Report: Schools Need to Do More to Address Student Behavior Issues
than 90 percent of teachers and administrators think their schools need
to address student behavior issues in order to promote student success,
but only 56 percent say those issues are a top priority in their
schools, according to a new report from YouGov and Kickboard.
The report, "The State of Climate & Culture Initiatives in America's Schools,"
was prepared by YouGov on behalf of Kickboard, a web-based school
culture platform. YouGov surveyed 2,500 teachers, school administrators
and district administrators about school priorities, school climate and
culture initiatives, and opportunities and challenges related to
creating school environments that foster student success. The online
survey was conducted in November and December 2015.
the report, educators acknowledge "the intrinsic link between learning
and the behavioral, social, and emotional needs and issues that their
students might face" and most schools already have climate and culture
initiatives in place to address those issues. However, many educators
think the behavioral, social and emotional needs of their students
should be a higher priority.
Key findings from the report:
- 93 percent of educators surveyed said they agree that behavioral issues get in the way of learning;
percent of surveyed educators said that addressing the needs of students whose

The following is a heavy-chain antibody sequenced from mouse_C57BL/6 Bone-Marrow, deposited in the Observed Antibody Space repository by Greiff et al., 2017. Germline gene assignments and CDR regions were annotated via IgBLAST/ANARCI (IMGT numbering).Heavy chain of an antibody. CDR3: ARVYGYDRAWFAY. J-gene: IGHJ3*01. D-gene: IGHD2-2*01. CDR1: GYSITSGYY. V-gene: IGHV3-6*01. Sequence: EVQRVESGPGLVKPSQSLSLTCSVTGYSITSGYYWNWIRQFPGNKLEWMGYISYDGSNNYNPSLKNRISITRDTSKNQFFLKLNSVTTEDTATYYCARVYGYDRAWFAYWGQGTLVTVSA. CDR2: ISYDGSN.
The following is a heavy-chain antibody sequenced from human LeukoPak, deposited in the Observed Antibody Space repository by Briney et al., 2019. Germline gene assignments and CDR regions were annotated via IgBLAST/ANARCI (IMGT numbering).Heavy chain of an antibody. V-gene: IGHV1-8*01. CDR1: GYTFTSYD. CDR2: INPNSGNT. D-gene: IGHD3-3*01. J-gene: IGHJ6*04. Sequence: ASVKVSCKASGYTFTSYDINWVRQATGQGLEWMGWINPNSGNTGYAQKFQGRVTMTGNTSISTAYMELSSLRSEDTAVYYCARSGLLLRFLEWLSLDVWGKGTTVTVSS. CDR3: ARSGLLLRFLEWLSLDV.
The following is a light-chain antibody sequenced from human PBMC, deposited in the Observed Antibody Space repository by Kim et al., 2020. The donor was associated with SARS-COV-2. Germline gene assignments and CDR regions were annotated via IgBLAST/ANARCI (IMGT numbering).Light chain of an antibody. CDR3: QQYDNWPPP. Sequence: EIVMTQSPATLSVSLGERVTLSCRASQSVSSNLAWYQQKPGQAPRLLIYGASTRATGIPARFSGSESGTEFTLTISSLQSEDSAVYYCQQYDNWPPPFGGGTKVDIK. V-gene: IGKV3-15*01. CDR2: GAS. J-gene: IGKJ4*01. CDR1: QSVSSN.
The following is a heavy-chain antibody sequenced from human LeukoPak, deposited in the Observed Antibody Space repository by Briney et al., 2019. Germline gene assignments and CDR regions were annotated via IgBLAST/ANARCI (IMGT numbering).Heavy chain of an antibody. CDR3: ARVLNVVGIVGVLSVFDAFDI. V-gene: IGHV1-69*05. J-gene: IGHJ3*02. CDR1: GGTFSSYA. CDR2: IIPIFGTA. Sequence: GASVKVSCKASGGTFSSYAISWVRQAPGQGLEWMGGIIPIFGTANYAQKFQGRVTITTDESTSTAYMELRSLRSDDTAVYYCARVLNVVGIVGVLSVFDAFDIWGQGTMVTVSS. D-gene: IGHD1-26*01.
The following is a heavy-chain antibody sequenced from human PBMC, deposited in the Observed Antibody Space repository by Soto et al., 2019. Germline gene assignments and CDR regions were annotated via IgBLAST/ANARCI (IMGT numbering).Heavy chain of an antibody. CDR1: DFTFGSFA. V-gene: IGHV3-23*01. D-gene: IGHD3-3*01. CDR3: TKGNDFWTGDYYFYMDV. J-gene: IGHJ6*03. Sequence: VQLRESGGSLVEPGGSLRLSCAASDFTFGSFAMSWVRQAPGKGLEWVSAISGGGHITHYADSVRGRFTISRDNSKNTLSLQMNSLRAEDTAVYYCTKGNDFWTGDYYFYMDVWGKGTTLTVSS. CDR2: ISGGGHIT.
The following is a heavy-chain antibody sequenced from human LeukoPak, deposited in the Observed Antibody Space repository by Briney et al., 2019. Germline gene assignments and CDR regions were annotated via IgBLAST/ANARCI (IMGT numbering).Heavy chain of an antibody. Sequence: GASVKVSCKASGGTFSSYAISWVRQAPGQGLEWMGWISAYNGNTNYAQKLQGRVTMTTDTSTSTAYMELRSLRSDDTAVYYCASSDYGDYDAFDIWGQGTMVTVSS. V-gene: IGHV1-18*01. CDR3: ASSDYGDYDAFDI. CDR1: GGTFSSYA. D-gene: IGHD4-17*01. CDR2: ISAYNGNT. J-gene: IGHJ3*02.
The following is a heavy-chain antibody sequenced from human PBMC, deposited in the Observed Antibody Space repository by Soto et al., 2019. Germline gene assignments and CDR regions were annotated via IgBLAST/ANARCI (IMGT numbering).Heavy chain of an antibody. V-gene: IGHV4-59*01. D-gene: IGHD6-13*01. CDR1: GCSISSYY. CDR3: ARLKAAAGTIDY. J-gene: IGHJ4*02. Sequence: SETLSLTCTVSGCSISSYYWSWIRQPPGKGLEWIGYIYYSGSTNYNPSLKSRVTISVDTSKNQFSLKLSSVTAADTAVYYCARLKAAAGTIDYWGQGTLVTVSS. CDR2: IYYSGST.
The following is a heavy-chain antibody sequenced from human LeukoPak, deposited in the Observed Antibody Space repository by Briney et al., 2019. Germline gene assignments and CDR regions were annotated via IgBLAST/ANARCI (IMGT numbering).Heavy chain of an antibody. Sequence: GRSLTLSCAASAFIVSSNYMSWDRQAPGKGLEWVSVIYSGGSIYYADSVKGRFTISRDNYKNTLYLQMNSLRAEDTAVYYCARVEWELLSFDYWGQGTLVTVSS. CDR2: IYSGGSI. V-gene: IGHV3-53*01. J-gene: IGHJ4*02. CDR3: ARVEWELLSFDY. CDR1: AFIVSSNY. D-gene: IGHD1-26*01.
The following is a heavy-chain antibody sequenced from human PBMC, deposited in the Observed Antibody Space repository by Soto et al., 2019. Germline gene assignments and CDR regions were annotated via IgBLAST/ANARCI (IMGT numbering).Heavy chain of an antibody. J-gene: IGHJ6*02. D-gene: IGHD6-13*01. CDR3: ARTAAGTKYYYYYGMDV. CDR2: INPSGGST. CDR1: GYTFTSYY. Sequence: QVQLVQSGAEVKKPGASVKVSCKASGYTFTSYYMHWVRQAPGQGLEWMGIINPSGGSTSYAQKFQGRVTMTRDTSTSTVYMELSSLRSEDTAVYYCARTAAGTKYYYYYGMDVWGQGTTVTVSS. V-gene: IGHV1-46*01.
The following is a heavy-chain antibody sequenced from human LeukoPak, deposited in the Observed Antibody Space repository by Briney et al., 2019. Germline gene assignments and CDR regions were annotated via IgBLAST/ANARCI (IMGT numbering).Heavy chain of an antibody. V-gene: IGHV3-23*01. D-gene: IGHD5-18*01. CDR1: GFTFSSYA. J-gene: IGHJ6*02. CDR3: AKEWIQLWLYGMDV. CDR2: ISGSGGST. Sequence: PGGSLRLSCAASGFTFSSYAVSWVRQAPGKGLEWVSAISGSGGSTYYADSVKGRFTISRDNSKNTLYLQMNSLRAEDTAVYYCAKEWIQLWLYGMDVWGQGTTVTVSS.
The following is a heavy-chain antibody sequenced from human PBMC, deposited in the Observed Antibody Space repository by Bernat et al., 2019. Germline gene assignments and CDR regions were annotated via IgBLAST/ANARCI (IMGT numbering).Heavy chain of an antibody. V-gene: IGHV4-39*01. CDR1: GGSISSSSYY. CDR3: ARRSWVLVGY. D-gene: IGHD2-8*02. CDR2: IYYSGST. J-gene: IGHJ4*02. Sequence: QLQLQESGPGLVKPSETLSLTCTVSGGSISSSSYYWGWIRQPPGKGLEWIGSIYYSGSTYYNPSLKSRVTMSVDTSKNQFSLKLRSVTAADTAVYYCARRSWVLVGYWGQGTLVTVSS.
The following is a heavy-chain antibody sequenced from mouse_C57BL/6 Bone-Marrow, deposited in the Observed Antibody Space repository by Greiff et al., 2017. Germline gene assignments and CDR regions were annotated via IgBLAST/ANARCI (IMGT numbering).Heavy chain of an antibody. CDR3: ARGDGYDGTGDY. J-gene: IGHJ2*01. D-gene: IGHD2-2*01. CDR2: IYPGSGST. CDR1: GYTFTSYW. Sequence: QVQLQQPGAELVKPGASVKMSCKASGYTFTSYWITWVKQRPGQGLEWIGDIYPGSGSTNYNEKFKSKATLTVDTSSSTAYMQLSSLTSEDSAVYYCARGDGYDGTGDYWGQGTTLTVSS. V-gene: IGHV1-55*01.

academic challenges are rooted in social and emotional issues should be
a top priority for their school, although only 56 percent said it
- The most common strategy for dealing with behavioral issues is a system of rewards and consequences;
- Only 37 percent of teachers surveyed reported recording data on student behavior;
- 57 percent of district administrators interviewed said they currently do not have a plan for a district-wide climate and culture initiative; and
percent of teachers and 67 percent of administrators said the main
challenge to implementing a school- or district-wide climate and
culture initiative is inconsistency on the types of behaviors that are
tracked, monitored and rewarded.
"Our goal with this
research paper is to shine a light on these issues and start a
conversation among all K-12 education stakeholders about how to create
and implement climate and culture initiatives based on consistent data
collection and analysis, to drive school improvement and promote
student success," said Jennifer Medbery, CEO of Kickboard, in a news
The full report is available as a free, downloadable PDF from Kickboard's site.
Leila Meyer is a technology writer based in British Columbia. She can be reached at email@example.com.